Humans Leave Significant Carbon Footprint With Running Shoes
May 22, 2013

Humans Leave Significant Carbon Footprint With Running Shoes

Peter Suciu for — Your Universe Online

While it is nearly impossible for a running shoe not to leave a footprint, new research suggests that a typical pair of running shoes could leave behind a significant carbon footprint as well. A new study from MIT found that the running shoes generate 30 pounds of carbon dioxide emissions, which is equivalent to keeping a 100-watt incandescent light bulb on for one week.

A team of researchers led by Randolph Kirchain, principal research scientist in MIT´s Materials Systems Laboratory (MSL), and research scientist Elsa Olivetti, investigated the various steps that are involved in both the materials extraction and manufacturing process of a pair of running shoes.

The team published their paper, titled “An industry of that scale and geographic footprint has come under great pressure regarding its social and environmental impact,” in the Journal of Cleaner Production.

From this the researchers looked to identify hotspots of greenhouse gas emissions. The team discovered that much of the carbon impact came from powering manufacturing plants. At present time a significant portion of the world´s shoe manufacturers are located in China where coal is the dominant source of electricity, as it is also typically used to generate steam or run other processes in the plant.

Thus it wasn´t the size of the shoe´s carbon footprint that was surprising but rather that the majority of the emissions — more than two-thirds of it — that come from the actual manufacturing process. Only a smaller percentage actually arises from the acquisition or extraction of raw materials.

While this breakdown between extraction and manufacturing is expected in the production of more complex products including consumer electronics, where the energy that goes into manufacturing fine, integrated circuits can outweigh the energy expended in processing raw materials, it was not expected in these so-called “less-advanced” products.

In the case of running shoes, which can comprise of up to 65 discrete parts, more than 360 processing steps are included in the assembly process. This can range from sewing and cutting to injection molding, foaming and heating. The MIT team found that for these small, lightweight components the processes can be quite energy-intensive and therefore carbon-intensive.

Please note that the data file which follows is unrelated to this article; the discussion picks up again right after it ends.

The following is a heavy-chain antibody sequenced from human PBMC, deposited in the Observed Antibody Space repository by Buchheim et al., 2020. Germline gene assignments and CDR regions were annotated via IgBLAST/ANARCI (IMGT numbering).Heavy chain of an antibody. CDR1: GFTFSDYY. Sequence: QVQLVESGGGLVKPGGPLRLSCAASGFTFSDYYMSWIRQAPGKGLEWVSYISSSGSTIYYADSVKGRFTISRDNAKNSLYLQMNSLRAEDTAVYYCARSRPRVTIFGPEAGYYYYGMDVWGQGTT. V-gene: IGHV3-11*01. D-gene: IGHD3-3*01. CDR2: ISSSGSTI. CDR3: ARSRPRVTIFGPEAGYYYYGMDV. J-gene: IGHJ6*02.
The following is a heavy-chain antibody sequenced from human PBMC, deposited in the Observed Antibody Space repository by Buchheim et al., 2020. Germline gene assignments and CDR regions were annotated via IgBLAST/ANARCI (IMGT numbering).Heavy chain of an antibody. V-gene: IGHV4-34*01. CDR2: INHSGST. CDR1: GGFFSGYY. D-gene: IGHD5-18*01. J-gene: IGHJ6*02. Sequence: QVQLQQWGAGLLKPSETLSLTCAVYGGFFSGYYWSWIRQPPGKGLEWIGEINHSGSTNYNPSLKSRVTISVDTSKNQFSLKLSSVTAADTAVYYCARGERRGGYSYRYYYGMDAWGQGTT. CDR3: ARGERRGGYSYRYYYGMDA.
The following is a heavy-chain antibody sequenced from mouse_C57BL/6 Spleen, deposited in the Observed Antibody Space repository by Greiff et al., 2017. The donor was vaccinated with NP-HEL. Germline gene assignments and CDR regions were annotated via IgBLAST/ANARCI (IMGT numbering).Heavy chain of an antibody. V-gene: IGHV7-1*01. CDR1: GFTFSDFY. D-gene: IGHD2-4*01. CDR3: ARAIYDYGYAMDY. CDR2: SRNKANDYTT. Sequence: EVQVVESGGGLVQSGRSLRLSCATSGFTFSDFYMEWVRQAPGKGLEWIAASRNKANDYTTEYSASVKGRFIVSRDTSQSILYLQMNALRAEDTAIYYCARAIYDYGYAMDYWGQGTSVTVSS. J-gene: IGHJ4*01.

This can be even more energy-intensive compared to the energy that goes into producing materials such as polyester and polyurethane.

This research could help shoe designers identify ways to improve designs and even reduce the carbon footprint. It may also offer insight to other industries by assessing the carbon impact of similar consumer products more efficiently.

“Understanding environmental footprint is resource intensive. The key is, you need to put your analytical effort into the areas that matter,” Kirchain told MIT News. “In general, we found that if you have a product that has a relatively high number of parts and process steps, and that is relatively light [weight], then you want to make sure you don´t overlook manufacturing.”

Of the 25 billion shoes that have been purchased around the world as of 2010, the majority were produced in China and other developing nations.

Already Kirchain and his team could be making a difference. As a response to their research, some companies have started to take account of their products´ greenhouse gas contributions, in part by measuring the amount of carbon dioxide associated with every process throughout a product´s life cycle.

Athletic equipment company ASICS, which is based in Japan, has approached Kirchain to perform a life-cycle assessment for running shoe manufacturing in China. In this case the team took a so-called “cradle-to-grave” approach, which involved breaking down every possible greenhouse gas-emitting step. This went from the point at which the shoes´ raw materials are extracted and produced to the shoes´ eventual demise, whether it was eventually burned, placed in a landfill or even recycled.

In this study, the team was able to divide the life cycle of the running shoes into five major stages. These included materials, manufacturing, usage, transportation and end-of-life. The team found the last three stages actually contributed very little to the product´s carbon footprint.

Running shoes, unlike electronics or other eWaste, utilize little energy other than what is needed to wash the shoes. However, the bulk of the emissions were found to come from the manufacturing process.

Part of this process is attributable to a facility´s energy source, while other emissions came from processes in the production, which included foaming and injection molding of the shoe´s soles. These expended a large amount of energy, even for small, lightweight parts.

“What stood out was this manufacturing burden being on par with materials, which we hadn´t seen in similar products,” Olivetti noted. “Part of that is because it´s a synthetic product. If we were looking at a leather shoe, it would be much more materials-driven because of the carbon intensity of leather production.”

The researchers were able to determine where reductions could be made, and these included the fact that manufacturing facilities tended to throw out unused material. Instead, the research team offered the suggestion that by recycling these scraps, along with combining certain parts of the shoe to eliminate cutting and welding steps, manufacturers could streamline the assembly process.

“When people are trying for streamlined approaches to [lifecycle assessments], often they put emphasis on the materials impact, which makes a lot of sense,” Olivetti added. “But we tried to identify a set of characteristics that would point you to making sure you were also looking at the manufacturing side – when it matters.”